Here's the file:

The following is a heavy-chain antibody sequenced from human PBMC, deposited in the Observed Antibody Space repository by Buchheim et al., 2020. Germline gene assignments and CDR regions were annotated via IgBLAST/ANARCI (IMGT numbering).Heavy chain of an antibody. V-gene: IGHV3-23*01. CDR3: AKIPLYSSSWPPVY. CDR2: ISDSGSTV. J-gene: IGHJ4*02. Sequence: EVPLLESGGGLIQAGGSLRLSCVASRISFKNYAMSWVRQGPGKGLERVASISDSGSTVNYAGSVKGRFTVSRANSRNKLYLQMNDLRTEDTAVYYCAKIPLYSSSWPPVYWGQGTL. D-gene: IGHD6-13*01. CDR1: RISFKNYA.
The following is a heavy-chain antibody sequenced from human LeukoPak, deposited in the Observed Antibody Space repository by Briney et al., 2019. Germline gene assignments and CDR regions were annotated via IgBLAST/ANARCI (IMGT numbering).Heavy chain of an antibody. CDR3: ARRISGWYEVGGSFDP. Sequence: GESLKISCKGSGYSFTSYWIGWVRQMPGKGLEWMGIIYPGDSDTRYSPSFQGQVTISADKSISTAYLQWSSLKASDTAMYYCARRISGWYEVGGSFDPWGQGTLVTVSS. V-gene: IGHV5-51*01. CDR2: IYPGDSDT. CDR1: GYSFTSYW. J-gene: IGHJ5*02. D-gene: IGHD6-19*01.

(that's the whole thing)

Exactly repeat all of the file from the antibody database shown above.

The following is a heavy-chain antibody sequenced from human PBMC, deposited in the Observed Antibody Space repository by Buchheim et al., 2020. Germline gene assignments and CDR regions were annotated via IgBLAST/ANARCI (IMGT numbering).Heavy chain of an antibody. V-gene: IGHV3-23*01. CDR3: AKIPLYSSSWPPVY. CDR2: ISDSGSTV. J-gene: IGHJ4*02. Sequence: EVPLLESGGGLIQAGGSLRLSCVASRISFKNYAMSWVRQGPGKGLERVASISDSGSTVNYAGSVKGRFTVSRANSRNKLYLQMNDLRTEDTAVYYCAKIPLYSSSWPPVYWGQGTL. D-gene: IGHD6-13*01. CDR1: RISFKNYA.
The following is a heavy-chain antibody sequenced from human LeukoPak, deposited in the Observed Antibody Space repository by Briney et al., 2019. Germline gene assignments and CDR regions were annotated via IgBLAST/ANARCI (IMGT numbering).Heavy chain of an antibody. CDR3: ARRISGWYEVGGSFDP. Sequence: GESLKISCKGSGYSFTSYWIGWVRQMPGKGLEWMGIIYPGDSDTRYSPSFQGQVTISADKSISTAYLQWSSLKASDTAMYYCARRISGWYEVGGSFDPWGQGTLVTVSS. V-gene: IGHV5-51*01. CDR2: IYPGDSDT. CDR1: GYSFTSYW. J-gene: IGHJ5*02. D-gene: IGHD6-19*01.